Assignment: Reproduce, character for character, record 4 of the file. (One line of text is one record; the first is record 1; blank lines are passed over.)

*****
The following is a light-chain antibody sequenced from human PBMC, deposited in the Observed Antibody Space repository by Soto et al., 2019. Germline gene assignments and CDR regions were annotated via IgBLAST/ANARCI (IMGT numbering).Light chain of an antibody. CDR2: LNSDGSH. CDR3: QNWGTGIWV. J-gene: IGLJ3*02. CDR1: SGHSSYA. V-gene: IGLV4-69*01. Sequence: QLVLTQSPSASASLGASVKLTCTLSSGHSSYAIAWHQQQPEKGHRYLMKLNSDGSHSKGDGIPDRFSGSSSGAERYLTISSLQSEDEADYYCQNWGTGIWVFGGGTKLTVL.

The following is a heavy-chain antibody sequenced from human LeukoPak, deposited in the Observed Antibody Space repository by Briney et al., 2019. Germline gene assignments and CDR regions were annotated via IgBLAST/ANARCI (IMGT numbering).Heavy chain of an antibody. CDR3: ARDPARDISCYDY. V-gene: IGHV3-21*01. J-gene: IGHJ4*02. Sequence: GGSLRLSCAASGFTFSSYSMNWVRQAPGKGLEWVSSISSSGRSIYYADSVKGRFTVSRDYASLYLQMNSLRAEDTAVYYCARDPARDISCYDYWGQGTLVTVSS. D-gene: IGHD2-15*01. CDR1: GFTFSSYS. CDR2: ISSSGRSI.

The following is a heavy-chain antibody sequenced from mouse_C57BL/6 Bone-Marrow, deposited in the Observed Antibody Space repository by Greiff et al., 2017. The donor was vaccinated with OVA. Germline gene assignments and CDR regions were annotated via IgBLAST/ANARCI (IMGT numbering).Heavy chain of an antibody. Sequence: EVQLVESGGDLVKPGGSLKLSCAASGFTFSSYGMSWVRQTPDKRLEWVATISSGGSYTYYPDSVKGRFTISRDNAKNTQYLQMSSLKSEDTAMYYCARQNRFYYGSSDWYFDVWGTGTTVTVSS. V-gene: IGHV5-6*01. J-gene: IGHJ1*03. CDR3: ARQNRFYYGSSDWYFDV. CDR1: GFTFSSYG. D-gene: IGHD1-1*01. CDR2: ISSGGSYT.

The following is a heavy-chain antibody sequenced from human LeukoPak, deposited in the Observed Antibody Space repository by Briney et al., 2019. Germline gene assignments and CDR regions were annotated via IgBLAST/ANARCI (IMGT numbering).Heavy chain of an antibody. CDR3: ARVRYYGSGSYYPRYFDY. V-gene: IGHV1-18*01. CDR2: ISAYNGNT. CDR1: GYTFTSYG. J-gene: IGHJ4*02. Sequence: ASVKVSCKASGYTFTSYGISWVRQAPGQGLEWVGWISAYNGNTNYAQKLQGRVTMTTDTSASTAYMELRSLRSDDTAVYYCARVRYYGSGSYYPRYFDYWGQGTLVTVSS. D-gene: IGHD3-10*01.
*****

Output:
The following is a heavy-chain antibody sequenced from human LeukoPak, deposited in the Observed Antibody Space repository by Briney et al., 2019. Germline gene assignments and CDR regions were annotated via IgBLAST/ANARCI (IMGT numbering).Heavy chain of an antibody. CDR3: ARVRYYGSGSYYPRYFDY. V-gene: IGHV1-18*01. CDR2: ISAYNGNT. CDR1: GYTFTSYG. J-gene: IGHJ4*02. Sequence: ASVKVSCKASGYTFTSYGISWVRQAPGQGLEWVGWISAYNGNTNYAQKLQGRVTMTTDTSASTAYMELRSLRSDDTAVYYCARVRYYGSGSYYPRYFDYWGQGTLVTVSS. D-gene: IGHD3-10*01.